The cannabis industry is in a unique position to reshape and redefine Corporate Social Responsibility by creating a better version of so-called “corporate citizenship”– and making it the new standard in a rapidly growing sector.
Industry leaders examined how CSR, a corporation’s efforts to assess and take responsibility for its impacts on the environment and society, can boost the cannabis sector’s image and bottom line Thursday during a keynote panel at the National Cannabis Industry Association‘s Seed to Sale Show in Denver.
Laura Day Rivero, Operations Manager at Yerba Buena, an Oregon-based cannabis cultivator, encouraged her audience to see themselves “at the precipice of this brand new movement, this brand new industry, where we have the power to design it from the inside out.”
“The only way we get to do that is by running our businesses in a positive and exemplary way,” she said. “And I like to think that the cannabis industry can redefine what it means to be a business.”
Cylvia Hayes, Chief Sustainability Officer at the Deschutes Growery in Oregon, told the NCIA audience that her company didn’t start out with a commitment to sustainability just because they were do-gooders. “They started down that path because they wanted to deliver the best quality, craft cannabis,” she said. “And they believe that they are doing that through this process.”
Cannabis, of course, isn’t alone in focusing on CSR in 2018
Susan McPherson expanded on the idea of CSR in a recent article in Forbes. She forecasts that companies will become more involved in, among a variety of issues, ending workplace harassment and inequality, expanding diversity and focusing on “brand activism.”
“There’s no turning back,” she added. “In 2018, the expectation is that companies will continue to expand their activism on, and investment in, the issues that matter to their employees, customers and communities.”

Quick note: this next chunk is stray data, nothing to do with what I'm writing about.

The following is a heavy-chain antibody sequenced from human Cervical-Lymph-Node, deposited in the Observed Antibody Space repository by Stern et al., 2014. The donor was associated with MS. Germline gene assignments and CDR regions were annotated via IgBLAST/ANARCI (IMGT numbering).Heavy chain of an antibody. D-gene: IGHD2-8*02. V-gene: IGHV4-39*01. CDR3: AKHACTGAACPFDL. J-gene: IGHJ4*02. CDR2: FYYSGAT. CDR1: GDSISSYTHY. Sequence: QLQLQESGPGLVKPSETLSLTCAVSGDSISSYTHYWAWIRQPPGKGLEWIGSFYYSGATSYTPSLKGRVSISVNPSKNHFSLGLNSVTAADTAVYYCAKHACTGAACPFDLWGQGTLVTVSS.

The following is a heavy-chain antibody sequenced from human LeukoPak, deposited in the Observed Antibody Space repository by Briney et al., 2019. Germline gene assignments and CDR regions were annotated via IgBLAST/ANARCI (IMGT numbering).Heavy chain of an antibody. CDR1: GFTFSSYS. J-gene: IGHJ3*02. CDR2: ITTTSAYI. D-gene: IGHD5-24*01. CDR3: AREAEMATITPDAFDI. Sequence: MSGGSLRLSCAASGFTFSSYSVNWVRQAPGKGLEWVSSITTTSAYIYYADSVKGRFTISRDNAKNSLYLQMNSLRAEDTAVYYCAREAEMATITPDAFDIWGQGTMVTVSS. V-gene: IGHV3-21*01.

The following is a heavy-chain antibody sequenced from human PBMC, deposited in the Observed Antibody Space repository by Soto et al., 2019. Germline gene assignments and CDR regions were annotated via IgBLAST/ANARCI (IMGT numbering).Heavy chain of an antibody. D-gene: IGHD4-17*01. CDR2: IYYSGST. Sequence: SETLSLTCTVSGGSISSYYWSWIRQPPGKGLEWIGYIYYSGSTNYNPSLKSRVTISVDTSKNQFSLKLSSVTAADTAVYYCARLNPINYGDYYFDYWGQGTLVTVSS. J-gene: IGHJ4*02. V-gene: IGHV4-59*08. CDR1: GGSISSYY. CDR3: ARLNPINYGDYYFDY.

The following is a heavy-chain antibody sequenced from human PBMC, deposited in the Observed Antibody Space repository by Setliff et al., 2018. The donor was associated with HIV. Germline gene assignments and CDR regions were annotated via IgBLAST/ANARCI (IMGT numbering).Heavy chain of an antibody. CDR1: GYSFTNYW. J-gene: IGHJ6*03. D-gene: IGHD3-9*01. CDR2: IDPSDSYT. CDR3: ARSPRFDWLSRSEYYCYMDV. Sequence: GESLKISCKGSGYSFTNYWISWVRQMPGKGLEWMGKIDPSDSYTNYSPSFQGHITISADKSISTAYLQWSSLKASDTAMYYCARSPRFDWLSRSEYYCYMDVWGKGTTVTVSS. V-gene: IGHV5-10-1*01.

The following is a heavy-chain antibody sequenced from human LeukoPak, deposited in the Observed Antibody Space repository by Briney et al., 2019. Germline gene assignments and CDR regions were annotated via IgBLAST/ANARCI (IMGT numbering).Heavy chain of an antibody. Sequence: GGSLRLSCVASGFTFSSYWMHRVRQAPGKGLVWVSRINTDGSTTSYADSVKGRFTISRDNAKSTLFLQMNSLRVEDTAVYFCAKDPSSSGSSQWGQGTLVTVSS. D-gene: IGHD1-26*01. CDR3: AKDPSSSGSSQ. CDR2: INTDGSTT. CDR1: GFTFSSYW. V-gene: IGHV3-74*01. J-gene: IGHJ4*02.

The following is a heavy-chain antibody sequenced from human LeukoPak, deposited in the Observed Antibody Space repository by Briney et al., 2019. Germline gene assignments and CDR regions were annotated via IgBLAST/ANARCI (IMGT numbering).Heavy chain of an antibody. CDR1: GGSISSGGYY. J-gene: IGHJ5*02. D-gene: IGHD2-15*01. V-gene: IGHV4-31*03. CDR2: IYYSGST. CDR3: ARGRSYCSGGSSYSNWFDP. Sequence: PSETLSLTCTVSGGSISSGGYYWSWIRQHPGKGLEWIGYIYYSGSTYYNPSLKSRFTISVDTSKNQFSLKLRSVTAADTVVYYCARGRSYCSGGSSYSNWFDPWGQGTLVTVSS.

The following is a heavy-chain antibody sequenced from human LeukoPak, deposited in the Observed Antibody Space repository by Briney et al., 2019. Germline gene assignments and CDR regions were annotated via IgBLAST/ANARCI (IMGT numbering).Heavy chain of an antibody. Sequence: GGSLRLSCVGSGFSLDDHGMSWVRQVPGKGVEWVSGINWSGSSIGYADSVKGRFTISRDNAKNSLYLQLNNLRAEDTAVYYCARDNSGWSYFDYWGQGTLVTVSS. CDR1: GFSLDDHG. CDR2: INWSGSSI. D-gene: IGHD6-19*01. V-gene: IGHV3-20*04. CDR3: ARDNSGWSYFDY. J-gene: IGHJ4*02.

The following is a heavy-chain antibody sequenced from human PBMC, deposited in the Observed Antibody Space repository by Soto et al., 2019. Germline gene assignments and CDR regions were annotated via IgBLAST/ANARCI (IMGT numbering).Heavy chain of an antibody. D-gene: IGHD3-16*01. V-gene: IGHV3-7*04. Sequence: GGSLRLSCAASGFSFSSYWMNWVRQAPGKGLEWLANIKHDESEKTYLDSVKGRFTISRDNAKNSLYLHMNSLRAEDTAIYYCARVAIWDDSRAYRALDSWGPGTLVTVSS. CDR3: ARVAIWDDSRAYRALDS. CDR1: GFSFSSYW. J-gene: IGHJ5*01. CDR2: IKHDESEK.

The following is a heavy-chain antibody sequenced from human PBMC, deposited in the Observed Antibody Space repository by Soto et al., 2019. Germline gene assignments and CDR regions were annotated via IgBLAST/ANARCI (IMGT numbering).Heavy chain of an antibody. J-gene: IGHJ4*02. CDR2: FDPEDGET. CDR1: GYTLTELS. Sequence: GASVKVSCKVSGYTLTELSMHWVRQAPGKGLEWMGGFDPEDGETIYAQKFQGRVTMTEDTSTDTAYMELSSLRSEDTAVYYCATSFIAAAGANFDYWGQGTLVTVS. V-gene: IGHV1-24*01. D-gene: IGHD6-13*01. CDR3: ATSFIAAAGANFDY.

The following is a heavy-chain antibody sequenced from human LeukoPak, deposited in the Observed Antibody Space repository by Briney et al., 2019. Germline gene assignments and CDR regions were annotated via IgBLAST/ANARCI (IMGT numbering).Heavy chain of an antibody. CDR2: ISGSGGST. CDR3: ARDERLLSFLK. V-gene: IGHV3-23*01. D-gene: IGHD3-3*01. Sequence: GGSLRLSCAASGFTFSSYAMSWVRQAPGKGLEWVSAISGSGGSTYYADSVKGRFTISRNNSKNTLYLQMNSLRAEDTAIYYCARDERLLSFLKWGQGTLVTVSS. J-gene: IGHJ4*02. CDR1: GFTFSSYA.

Effective marketing of a company’s values can, indeed, become a valuable form of brand activism and advertising, Day Rivero said, one that teaches the public about what sets a brand apart and why consumers should care about such things as fair labor practices at a cannabis firm.
“If you don’t preach it, if you don’t advertise these things as elements that are important to care about, people don’t even know they exist or that companies are doing them,” she noted.
When asked by an audience member Thursday what would keep Big Marijuana from becoming Big Pharma, Jeannette Horton, vice president at the cannabis compliance software firm MJ Freeway, had a one-word answer.
“Us,” she said to applause. “That’s why we’re all here. We believe we can make it different, and if it’s not us, then who? But we’ve got to fight like hell, y’all.”
Hayes agreed, saying that the opportunities to create the kind of legal cannabis industry that many people want to see successfully brought into existence will require constant vigilance.
“We’ll be more effective with that if we don’t adopt a dog-eat-dog, barriers-up approach,” she said. “The new economy is a collaborative economy, and if we move in that direction en masse we’ll have much greater opportunity.”
But it’s easier to successfully have CSR and sustainability in a cannabis company, she added, “If you embed it in the DNA of the company from the get-go. You can go back and retrofit, but it’s so much easier. You also have a chance to have employees have ownership in it. So when we developed our corporate culture guidebook, our employees were part of it.”
After the event, Horton told The Cannabist that the industry needs to prioritize educating the general public to the financial, medical and social benefits of the legal cannabis industry, and to combating false and misleading stories that chip away at those accomplishments.
“We just assume everyone’s on board, because there’s this Gallup Poll that say everyone wants it legal and states keep legalizing,” she said. “If we just assume that it’s all good we’re going to take our eye off the ball and this industry is going to evolve in a way that we don’t agree with. So we need to be really on top of image, and really on top of saying ‘Who is this industry?’ — so that it shapes in the way we want it to go.”